, Volume 26, Issue 10, pp 1088-1089
Date: 06 Jul 2011

Vitamin D as a Mediator of Racial Differences in Blood Pressure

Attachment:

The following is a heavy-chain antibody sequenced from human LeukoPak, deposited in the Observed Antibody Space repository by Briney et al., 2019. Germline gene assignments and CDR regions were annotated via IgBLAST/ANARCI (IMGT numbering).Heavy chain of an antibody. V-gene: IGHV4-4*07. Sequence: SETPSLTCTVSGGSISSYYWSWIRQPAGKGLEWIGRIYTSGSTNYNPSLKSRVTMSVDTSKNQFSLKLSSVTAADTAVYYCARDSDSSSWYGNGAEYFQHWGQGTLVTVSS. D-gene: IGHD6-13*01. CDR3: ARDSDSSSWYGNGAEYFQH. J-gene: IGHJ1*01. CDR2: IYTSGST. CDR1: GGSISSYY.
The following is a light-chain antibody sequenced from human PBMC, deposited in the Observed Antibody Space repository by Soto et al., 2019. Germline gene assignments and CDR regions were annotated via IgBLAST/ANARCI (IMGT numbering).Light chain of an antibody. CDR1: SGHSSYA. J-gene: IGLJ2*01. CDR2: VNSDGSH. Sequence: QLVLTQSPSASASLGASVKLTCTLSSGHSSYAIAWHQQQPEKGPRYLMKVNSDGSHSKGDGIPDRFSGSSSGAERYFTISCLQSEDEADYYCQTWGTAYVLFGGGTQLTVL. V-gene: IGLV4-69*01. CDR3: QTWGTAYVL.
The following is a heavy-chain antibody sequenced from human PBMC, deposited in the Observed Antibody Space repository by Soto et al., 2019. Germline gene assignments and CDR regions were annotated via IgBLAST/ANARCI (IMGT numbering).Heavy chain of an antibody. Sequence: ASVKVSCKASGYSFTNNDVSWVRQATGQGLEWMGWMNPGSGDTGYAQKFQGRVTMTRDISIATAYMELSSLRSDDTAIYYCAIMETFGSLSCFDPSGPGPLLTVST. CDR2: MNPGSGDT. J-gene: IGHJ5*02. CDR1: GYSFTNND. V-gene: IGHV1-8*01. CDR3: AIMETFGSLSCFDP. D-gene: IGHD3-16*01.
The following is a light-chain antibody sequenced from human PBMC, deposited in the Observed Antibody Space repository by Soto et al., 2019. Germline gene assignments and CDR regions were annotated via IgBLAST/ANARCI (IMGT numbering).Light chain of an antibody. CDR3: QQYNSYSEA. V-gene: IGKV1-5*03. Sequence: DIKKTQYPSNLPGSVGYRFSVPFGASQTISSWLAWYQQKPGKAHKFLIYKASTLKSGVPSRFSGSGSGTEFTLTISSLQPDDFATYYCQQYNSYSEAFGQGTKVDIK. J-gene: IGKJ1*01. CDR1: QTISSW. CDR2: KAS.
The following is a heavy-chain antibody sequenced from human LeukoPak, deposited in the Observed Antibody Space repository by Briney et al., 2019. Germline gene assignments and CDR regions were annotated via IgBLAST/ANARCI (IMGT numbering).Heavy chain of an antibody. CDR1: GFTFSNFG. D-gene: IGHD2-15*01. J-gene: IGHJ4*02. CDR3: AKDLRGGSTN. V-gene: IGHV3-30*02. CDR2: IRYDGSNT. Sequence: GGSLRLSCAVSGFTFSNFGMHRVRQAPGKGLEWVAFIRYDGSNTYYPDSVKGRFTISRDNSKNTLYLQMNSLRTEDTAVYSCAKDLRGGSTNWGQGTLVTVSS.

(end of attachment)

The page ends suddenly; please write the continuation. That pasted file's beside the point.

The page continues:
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Hypertension is a cardinal risk factor for myocardial infarction, congestive heart failure, stroke, and death. Despite unfavorable trends in the prevalence of diabetes, obesity, and sedentary lifestyles, overall hypertension prevalence was stable at ~29% between the 1999–2000 and 2007–2008 time periods1,2. This phenomenon has been attributed to improved hypertension awareness, higher treatment rates, and more intense regimens for hypertension. Unfortunately, overall hypertension prevalence among black Americans remains close to 40%, significantly higher than the level observed for whites and Hispanic groups2,3. Similar patterns of persistent racial differences despite overall improvement have been observed in cross-sectional studies of blood glucose levels and cholesterol levels4. Longitudinal studies also show increased odds of poor blood pressure control over time among Non-Hispanic blacks compared to whites5. In addition to increased prevalence of cardiovascular risk factors, mortal